For several Yale sailors, racing success in Hawaii wasn’t sweet enough — or far away enough — to satisfy their competitive instincts.

Instead, after strong finishes in the college sailing Nationals, which were held in Honolulu, Yale skippers Isabelle Kinsolving ’02 and Stu McNay ’04 took to the international circuit in preparation for the U.S. Olympic qualifiers in the late fall.

The pair, joined by fellow Bulldog sailor Ross Anderson ’03, spent their summer vacation on a whirlwind trip throughout Europe to compete in top international regattas in order to ready themselves for this fall’s Olympic Trials in Houston, Texas.

In countries like Germany, Greece, Estonia, and France, the racers have posted impressive results and shown steady improvement in speed and boathandling throughout the summer.

“Stu’s and Ross’s highs have been higher than I thought they would be, while Katie and Isabelle’s progress overall has been fantastic,” Bulldog head coach Zach Leonard ’89 said.

The trio of Yale sailors are all part of the U.S. Sailing team, with McNay and Anderson racing as a pair and Kinsolving crewing for Katie McDowell, a former member of the Brown sailing team. Both pairs compete in the 470 class of boats, which are half a meter longer than the boats sailed by the Elis in home regattas.

The U.S. Olympic Sailing Committee maintains a ranking of the sailing pairs, and the top five duos have the opportunity to contend for the one U.S. spot at the 2004 Olympics, to be held in Athens, Greece. The scores from various U.S. and international events are factored into the rankings.

Last winter, both boats were ranked second in the 470 class despite only having had sailed together for a short while. That high status qualified all four athletes for the major international regattas they competed in this summer.

McDowell and Kinsolving have dealt with various setbacks such as boat breakdowns and volatile wind conditions, but for the most part they have performed well all summer, beating all the other American boats at the international events.

“Our goal for the summer was to break into the top 10 at a regatta. We came close with Kiel [in Germany] and ISAF [held in France],” said Kinsolving, who helped guide last year’s women’s sailing team to a fifth place finish at college nationals. The pair’s overall finishes at Kiel and ISAF were 15th and 12th, respectively. The ISAF regatta was the first race in which they placed in both the top five and top 10 with consistency.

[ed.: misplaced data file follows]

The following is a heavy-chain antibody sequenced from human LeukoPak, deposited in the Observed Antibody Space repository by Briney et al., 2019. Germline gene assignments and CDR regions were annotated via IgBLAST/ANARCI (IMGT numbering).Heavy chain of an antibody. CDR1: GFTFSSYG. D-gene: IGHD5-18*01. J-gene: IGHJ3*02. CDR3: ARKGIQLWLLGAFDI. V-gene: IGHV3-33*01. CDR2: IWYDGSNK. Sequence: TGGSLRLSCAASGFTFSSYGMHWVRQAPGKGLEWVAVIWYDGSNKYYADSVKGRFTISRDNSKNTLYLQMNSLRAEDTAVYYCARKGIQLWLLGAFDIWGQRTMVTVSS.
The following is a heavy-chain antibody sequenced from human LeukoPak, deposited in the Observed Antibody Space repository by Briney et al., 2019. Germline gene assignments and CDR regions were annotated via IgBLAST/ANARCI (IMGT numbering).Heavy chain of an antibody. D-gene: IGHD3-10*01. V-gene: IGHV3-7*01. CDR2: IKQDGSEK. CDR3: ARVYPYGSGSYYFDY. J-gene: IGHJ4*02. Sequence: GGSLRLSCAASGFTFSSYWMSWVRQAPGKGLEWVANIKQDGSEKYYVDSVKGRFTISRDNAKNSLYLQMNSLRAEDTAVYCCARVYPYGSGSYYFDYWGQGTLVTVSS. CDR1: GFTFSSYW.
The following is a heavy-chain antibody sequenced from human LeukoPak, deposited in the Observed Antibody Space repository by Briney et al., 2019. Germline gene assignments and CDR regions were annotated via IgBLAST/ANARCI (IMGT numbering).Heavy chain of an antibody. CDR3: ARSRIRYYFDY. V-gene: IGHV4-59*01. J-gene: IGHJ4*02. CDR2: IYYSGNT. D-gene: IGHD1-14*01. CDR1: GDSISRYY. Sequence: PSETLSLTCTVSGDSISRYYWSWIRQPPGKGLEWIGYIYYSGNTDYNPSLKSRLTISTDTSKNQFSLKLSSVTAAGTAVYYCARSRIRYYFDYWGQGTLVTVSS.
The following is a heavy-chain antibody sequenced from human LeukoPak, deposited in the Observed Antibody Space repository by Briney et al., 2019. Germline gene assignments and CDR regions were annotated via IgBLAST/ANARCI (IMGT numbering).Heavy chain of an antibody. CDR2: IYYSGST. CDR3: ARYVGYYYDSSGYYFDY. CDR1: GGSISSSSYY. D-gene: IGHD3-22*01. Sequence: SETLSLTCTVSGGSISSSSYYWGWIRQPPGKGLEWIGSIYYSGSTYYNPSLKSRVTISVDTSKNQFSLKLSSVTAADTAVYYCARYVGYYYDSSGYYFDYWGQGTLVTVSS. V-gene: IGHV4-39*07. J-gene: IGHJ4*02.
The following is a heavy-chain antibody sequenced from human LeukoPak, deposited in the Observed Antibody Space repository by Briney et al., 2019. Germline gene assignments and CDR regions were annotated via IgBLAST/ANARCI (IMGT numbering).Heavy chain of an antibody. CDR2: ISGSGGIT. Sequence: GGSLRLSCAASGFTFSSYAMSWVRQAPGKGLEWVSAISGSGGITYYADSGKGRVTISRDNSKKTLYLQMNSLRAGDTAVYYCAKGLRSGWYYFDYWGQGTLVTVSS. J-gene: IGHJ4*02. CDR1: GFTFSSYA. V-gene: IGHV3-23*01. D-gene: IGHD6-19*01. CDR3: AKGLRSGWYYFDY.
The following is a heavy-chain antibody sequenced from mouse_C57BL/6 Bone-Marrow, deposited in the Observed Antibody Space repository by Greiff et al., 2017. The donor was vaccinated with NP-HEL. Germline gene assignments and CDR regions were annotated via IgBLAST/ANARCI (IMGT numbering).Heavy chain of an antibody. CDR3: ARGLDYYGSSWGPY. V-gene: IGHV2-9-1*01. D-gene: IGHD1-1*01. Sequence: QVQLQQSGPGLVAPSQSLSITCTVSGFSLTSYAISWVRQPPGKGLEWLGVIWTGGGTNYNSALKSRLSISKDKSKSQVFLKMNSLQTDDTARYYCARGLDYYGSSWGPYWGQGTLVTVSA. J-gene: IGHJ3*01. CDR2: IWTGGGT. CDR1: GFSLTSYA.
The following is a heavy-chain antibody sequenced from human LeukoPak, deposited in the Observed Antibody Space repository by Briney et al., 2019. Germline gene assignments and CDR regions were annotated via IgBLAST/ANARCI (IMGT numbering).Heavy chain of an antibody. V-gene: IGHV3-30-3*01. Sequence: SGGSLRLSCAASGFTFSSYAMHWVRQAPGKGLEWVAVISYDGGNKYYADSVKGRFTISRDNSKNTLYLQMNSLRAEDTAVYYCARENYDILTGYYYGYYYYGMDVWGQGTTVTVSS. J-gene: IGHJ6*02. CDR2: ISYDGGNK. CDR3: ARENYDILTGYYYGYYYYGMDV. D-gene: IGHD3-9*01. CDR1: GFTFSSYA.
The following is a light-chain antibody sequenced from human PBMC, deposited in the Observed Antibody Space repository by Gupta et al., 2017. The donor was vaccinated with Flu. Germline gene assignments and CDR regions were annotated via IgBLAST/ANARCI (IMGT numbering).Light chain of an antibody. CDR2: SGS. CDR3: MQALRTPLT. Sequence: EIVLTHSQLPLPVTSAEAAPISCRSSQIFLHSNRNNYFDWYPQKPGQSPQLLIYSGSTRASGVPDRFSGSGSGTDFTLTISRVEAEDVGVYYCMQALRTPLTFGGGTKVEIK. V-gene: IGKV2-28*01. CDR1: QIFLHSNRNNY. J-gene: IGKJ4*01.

In addition, the pair nearly finished the race at Kiel without capsizing — a tall feat considering they faced a squall gusting fierce rain and winds of 20 to 25 knots.

On the men’s side, McNay, who is captain of the Bulldog co-ed team, and Anderson have had a strong rookie season. In their appearance at the Kiel Race Week, which is said to be the largest regatta in the world, they braved the onset of the same squall en route to finishing in the top half of a fleet that numbered nearly 40 boats.

“After the first regatta went great at Kiel, Stu and Ross struggled when it was not so windy,” Leonard said. He noted, however, that they have improved and that their upwind sailing remains one of their strengths. Leonard spoke to McNay several days ago, and added that the All-American thought the European experience has been very valuable because he is getting to sail against the best in the world in preparation for Houston.

The final regatta of the summer stretch, the World Championships, begins today in Sardenia. The U.S. team has been training there for just over a week, and in an online posting, U.S. 470 coach Skip Whyte expressed confidence in his team, saying that the women especially are “making a determined assault on the established pecking order.”

Kinsolving, who will help coach the Bulldogs in the fall while training at the Yale sailing site for the U.S. Olympic qualifiers, said that she enjoyed her summer but that the biggest obstacle she and McDowell had to overcome was the sheer length of it all.

“I would say that the toughest part of the summer has been its length. Katie and I have been over in Europe since June 20th, and it has been tough to stay focused for this long of a stretch,” Kinsolving said. “Since we move around every two weeks, the entire summer has been spent living out of suitcases, our car, and our trailer.”

Regardless, when the Yale sailors come back to the team in a few weeks, they will have tremendous experience under their belts just in time to attempt to earn the right to return to Athens as Olympic athletes.